The effort to ban public employees from the Nevada Legislature took on new life after this year’s legislative session, at which critics of taxes blamed public-employee/lawmakers for approval of a new tax structure for the state. According to the 2000 census, 123,587 Nevadans are public employees (this does not include the military) out of a workforce of 1,306,005. That’s about 9 percent.

Of the 63 members of the Nevada Legislature, 16 are public employees of various types. This number has led to confusion over who is a state worker. American Independent Party leader Joel Hansen, a supporter of the initiative petition, was quoted in one Las Vegas newspaper saying that the new tax program was “passed with the support of 15 legislators who were also state government employees.” However, some of these were actually local-government workers, including a firefighter, police officer and teacher.

Opinions from state attorneys general have been issued over the years on whether tax commissioners (1951), a director of a state executive department (1952), a deputy county tax assessor (1954) and state executive branch employees (1954 and 1956) can serve in the Legislature. In all these cases, the answer was no. A 1967 opinion held that Sparks Fire Chief Bill Farr had the right to serve in the Legislature. (Farr was elected to the Nevada Senate and served two terms.)

But, as for the cases that seem to disturb critics of state tax policies most—local school district employees (particularly teachers) serving in the Legislature—there are two competing opinions.

In response to D.A. Blaisdell’s 1955 request, Attorney General Harvey Dickerson, a Democrat, issued a short opinion saying that the arrangement under which the school maintenance man resigned his job during the legislative session was irrelevant: “An assemblyman is not only an assemblyman during the legislative session but also during his entire elective term of office.” Accordingly, Dickerson said, the maintenance man could not serve in the Legislature. Dickerson was issuing an opinion in the purest sense—it was entirely opinion with no references other than the Nevada constitutional language. No court cases were cited.

Sixteen years later, Republican Attorney General Robert List overruled the Dickerson opinion, calling it “contrary to the vast weight of authority.” At issue that year was the election of teachers to the Legislature. The most highly publicized case was that of Frances Hawkings, who was fired as a public-school teacher by the Mineral County School District when she took her seat in the Legislature. (She was fired not because of the separation of powers issue but because she took time off to serve as a lawmaker.)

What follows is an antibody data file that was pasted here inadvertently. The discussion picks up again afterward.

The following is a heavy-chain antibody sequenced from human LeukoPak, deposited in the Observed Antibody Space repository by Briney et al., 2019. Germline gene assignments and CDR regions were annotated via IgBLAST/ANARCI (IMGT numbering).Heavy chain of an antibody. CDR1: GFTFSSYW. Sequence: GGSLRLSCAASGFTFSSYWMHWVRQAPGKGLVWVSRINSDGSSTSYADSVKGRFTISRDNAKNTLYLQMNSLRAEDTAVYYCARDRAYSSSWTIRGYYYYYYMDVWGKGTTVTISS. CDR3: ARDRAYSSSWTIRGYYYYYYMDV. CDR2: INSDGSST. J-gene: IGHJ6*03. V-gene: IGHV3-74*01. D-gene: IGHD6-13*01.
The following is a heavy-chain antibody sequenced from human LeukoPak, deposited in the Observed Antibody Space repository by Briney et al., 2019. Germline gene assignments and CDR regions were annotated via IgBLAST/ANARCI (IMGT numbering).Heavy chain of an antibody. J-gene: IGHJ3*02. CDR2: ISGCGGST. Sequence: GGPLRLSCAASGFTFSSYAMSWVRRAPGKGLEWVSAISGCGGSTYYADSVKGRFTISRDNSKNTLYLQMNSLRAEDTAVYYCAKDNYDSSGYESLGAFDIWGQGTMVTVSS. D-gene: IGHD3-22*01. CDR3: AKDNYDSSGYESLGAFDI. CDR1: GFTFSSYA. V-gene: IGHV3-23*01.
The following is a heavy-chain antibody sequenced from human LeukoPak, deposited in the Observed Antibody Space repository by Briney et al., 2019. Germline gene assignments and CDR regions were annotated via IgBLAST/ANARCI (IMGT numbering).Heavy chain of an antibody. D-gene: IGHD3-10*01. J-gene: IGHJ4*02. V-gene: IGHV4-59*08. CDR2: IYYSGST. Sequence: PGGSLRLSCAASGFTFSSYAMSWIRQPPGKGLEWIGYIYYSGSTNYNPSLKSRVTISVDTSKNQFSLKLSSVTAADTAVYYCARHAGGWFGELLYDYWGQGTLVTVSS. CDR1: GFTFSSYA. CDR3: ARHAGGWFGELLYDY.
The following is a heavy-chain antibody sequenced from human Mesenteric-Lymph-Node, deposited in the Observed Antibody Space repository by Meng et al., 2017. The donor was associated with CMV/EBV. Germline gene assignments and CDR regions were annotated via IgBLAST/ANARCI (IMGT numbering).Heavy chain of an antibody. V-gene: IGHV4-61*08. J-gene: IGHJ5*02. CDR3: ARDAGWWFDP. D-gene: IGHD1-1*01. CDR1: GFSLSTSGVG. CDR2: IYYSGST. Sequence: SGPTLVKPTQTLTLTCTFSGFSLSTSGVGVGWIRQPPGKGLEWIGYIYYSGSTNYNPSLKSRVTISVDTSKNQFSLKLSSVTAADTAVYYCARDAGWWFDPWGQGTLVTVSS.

List’s opinion, drafted by his deputy Julian Smith, cited court rulings in Colorado, Maryland, New Jersey and California on constitutional language similar to Nevada’s. It also cited a scholarly legal text. In all the cases, the rulings distinguished between state and local-government employees. The Maryland Supreme Court decision said flatly, “The constitutional requirement of separation of powers is not applicable to local government.”

Neither Dickerson’s nor List’s opinion addressed the issue of whether local employees such as maintenance men or teachers “exercise … powers properly belonging” to the governor or other executive branch officers, as the constitutional language describes it.

Heller’s decision to request Sandoval’s opinion was a surprise, partly because he has a good relationship with public employees and their representatives and partly because his office has no separation-of-powers issue before it. He says he got pulled into the case by a Nevada resident who first approached Sandoval’s office in Carson City to ask for an opinion on public employees serving in the Legislature. The resident was told that formal attorney general opinions can be issued only to public officers; he was advised to get someone to request the opinion on his behalf, and Heller’s name was suggested. The man then walked across Carson Street and asked Heller to make the request for him.

“A gentleman walked into my office off the street," Heller says, "[and] the only compelling reason I had was because a citizen asked for it." He says he did not limit his request to teachers but asked for a broad examination of the whole issue of public employees serving in the Legislature. He says he expects the opinion to be released shortly.